100 series Batteries

Submitted: Monday, Aug 31, 2015 at 17:25
ThreadID: 130150 Views:2097 Replies:7 FollowUps:2
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We have just acquired a new tug, a nice 100 series cruiser 2001 GXV TD Auto.
My question is.
They come with 2 batteries (I thought Toyota were smarter) both appear to be crank batteries, one not being an auxiliary. ???XXX*&^ (What are they thinking)
Can these batteries be separated, ie: One to start and the other as the auxiliary.
Of cause an isolator of some sort to be used to make it so.
What have others done in this case, I can't imagine having 3 batteries under the bonnet. That goes back to the early 80's with the 24volt MQ.
Thanks for you thoughts
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Reply By: HKB Electronics - Monday, Aug 31, 2015 at 17:43

Monday, Aug 31, 2015 at 17:43
Hi Leonore F,

Yes they can be separated, I would suggest you visit the LCOOL forum
as this has been discussed in great length there.


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AnswerID: 589837

Reply By: Member - Young Nomads - Monday, Aug 31, 2015 at 18:01

Monday, Aug 31, 2015 at 18:01
Congrats on your new purchase.
Our batteries remain as per factory installation and we haven't had any problems. Ours is a 2006, same as your model. Awesome vehicle :).
Yes, both cranking batteries, however one battery alone will crank the car by itself if the other has "died"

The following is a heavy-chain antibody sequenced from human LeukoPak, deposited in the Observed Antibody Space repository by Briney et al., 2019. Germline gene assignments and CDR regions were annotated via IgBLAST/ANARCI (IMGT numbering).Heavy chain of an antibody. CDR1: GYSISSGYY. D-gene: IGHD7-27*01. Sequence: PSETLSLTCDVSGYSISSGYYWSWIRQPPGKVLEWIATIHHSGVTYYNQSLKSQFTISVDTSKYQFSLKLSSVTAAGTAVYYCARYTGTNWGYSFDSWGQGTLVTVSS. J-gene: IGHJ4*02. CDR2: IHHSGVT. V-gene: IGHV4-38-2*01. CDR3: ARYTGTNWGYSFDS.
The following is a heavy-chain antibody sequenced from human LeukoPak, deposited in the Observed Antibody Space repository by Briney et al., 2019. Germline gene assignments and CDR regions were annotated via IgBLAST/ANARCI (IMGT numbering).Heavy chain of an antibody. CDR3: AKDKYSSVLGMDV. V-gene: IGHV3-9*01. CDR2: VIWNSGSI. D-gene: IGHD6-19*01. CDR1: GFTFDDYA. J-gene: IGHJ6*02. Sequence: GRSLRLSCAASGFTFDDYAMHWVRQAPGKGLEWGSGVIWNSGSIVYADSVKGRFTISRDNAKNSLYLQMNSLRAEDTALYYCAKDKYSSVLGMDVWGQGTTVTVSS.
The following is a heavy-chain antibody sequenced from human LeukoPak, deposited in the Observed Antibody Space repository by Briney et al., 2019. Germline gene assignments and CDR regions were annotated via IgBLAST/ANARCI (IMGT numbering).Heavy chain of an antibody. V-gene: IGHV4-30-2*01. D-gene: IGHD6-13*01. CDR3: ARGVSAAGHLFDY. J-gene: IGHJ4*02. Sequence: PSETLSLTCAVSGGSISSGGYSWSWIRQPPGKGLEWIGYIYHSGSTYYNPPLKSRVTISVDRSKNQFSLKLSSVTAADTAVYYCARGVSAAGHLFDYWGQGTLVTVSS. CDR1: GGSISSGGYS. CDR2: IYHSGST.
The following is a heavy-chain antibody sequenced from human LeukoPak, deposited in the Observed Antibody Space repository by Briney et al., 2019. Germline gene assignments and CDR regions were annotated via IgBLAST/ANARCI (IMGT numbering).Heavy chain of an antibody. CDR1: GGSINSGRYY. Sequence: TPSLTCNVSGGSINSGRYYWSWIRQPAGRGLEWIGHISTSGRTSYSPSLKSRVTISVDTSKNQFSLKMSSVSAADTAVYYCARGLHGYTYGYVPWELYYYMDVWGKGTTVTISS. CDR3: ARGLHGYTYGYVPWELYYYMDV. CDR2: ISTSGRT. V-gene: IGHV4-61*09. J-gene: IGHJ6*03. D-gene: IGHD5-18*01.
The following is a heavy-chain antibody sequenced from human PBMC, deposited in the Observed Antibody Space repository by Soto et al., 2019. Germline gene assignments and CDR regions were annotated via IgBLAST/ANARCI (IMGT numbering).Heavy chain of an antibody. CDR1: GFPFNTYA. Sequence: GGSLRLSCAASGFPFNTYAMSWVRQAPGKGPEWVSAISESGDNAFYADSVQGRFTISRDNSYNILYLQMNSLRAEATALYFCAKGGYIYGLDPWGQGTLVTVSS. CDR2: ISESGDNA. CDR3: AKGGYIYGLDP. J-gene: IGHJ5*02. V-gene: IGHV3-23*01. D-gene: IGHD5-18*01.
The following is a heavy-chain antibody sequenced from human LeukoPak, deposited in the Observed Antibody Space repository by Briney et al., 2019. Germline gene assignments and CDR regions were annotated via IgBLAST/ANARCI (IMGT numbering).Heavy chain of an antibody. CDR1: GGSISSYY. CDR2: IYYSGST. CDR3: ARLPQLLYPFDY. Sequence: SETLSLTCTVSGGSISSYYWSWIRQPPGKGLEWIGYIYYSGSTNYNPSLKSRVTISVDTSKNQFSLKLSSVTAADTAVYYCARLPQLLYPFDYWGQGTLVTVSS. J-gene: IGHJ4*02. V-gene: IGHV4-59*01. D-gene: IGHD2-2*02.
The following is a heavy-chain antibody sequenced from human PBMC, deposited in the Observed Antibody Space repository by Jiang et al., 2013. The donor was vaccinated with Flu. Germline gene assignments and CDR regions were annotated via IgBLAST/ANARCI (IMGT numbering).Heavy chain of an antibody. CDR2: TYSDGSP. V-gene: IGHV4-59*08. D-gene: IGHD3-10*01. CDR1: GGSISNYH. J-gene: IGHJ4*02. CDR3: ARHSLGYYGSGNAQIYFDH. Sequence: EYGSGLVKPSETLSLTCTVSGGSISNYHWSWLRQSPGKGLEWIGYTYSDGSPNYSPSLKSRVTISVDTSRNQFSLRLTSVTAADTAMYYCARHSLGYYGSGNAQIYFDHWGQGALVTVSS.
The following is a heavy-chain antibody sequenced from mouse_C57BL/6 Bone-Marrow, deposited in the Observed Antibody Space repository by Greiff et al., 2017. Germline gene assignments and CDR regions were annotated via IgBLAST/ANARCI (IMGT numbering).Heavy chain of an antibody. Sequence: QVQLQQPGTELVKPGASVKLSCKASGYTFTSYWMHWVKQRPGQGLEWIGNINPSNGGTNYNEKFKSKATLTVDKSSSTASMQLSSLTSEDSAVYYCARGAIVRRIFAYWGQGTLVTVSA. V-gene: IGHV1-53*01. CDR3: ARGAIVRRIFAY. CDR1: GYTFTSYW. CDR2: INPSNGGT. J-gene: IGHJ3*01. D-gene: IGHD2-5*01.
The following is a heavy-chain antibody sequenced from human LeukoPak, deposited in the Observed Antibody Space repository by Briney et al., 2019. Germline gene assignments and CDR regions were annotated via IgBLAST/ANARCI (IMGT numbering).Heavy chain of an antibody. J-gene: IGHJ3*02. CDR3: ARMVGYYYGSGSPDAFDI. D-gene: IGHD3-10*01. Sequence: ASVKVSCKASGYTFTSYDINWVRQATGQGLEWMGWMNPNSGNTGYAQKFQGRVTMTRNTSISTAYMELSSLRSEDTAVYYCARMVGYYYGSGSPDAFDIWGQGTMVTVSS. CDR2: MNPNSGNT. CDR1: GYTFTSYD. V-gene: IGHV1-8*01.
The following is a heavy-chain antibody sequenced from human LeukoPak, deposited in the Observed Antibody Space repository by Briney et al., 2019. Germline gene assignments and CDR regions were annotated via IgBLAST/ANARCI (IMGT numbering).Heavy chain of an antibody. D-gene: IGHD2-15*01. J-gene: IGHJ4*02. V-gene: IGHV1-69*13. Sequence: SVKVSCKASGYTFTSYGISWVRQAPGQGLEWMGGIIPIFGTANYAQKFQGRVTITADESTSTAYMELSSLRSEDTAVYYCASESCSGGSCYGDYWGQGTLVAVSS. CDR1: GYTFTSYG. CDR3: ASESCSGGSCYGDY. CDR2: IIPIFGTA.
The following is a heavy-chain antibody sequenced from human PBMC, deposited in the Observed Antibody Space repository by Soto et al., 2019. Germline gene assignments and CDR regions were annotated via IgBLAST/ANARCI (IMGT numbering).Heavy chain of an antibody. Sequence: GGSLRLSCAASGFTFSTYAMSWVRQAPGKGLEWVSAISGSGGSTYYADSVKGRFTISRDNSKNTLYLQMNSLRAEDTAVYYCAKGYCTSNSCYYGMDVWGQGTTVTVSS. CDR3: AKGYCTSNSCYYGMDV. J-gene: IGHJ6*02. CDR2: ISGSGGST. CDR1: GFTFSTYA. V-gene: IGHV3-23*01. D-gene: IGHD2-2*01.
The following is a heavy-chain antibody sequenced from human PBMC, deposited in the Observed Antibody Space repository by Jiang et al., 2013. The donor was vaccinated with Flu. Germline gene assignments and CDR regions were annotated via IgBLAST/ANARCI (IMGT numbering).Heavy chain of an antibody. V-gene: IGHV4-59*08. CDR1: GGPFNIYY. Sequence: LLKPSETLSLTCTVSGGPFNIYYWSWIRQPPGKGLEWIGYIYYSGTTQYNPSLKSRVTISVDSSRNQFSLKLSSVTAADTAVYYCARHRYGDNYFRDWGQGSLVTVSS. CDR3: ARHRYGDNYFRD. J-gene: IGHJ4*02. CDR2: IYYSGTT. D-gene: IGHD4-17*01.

We have had ours from new.

My husband is mechanically minded and was also concerned by the pairing of the batteries the way they are.
The only time we ran out of battery power was before we had portable solar panels. We were stuck on a dune for 5 nights, after it rained for 24 hours. We charged the car each day, by running it for a while...not ideal. But it did work. LOL..you should have seen the black plume of smoke that came out of the exhaust when we eventually moved off the dune when the roads opened again!

All the accessories etc.... still run fine on the one battery too, should you only have the use of one...we have done it after 1 battery "died" on a recent trip away.

Yes..you can isolate them with a manual switch.

We do carry a battery pack which is fixed (removable if you want to).. to the inside (back) of the car and has several plugs(merit)which we use for the fridge, phone chargers, laptop chargers as well.
It is charged by both/ either when driving, or charged by solar panels when we are stopped for an extended period.
It can be used to crank the car in the event of something disastrous happening and your cranking batteries just won't do it :(.
It is very useful as it is portable and a multi purpose unit. It is like carrying a 3rd battery around and is heavy. We also use it to power an air compressor for inflating either the car or TVan & caravan.